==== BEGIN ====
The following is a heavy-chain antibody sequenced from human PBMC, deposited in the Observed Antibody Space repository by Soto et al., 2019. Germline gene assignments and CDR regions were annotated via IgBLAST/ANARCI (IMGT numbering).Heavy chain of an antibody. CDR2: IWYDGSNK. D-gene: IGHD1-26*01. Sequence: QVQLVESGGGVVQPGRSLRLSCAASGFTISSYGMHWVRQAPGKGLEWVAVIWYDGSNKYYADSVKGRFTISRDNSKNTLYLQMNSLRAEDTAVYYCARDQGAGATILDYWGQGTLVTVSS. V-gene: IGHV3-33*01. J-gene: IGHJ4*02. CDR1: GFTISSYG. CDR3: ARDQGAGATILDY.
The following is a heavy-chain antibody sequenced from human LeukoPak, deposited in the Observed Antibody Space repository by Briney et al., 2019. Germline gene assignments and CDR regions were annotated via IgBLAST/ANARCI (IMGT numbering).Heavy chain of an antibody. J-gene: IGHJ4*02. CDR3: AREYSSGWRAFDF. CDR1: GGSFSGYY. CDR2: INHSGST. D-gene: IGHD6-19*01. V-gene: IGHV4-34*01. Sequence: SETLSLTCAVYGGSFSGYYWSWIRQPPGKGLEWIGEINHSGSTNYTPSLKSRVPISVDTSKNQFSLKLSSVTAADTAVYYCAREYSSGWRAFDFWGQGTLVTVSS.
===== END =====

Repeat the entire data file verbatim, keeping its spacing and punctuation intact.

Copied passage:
The following is a heavy-chain antibody sequenced from human PBMC, deposited in the Observed Antibody Space repository by Soto et al., 2019. Germline gene assignments and CDR regions were annotated via IgBLAST/ANARCI (IMGT numbering).Heavy chain of an antibody. CDR2: IWYDGSNK. D-gene: IGHD1-26*01. Sequence: QVQLVESGGGVVQPGRSLRLSCAASGFTISSYGMHWVRQAPGKGLEWVAVIWYDGSNKYYADSVKGRFTISRDNSKNTLYLQMNSLRAEDTAVYYCARDQGAGATILDYWGQGTLVTVSS. V-gene: IGHV3-33*01. J-gene: IGHJ4*02. CDR1: GFTISSYG. CDR3: ARDQGAGATILDY.
The following is a heavy-chain antibody sequenced from human LeukoPak, deposited in the Observed Antibody Space repository by Briney et al., 2019. Germline gene assignments and CDR regions were annotated via IgBLAST/ANARCI (IMGT numbering).Heavy chain of an antibody. J-gene: IGHJ4*02. CDR3: AREYSSGWRAFDF. CDR1: GGSFSGYY. CDR2: INHSGST. D-gene: IGHD6-19*01. V-gene: IGHV4-34*01. Sequence: SETLSLTCAVYGGSFSGYYWSWIRQPPGKGLEWIGEINHSGSTNYTPSLKSRVPISVDTSKNQFSLKLSSVTAADTAVYYCAREYSSGWRAFDFWGQGTLVTVSS.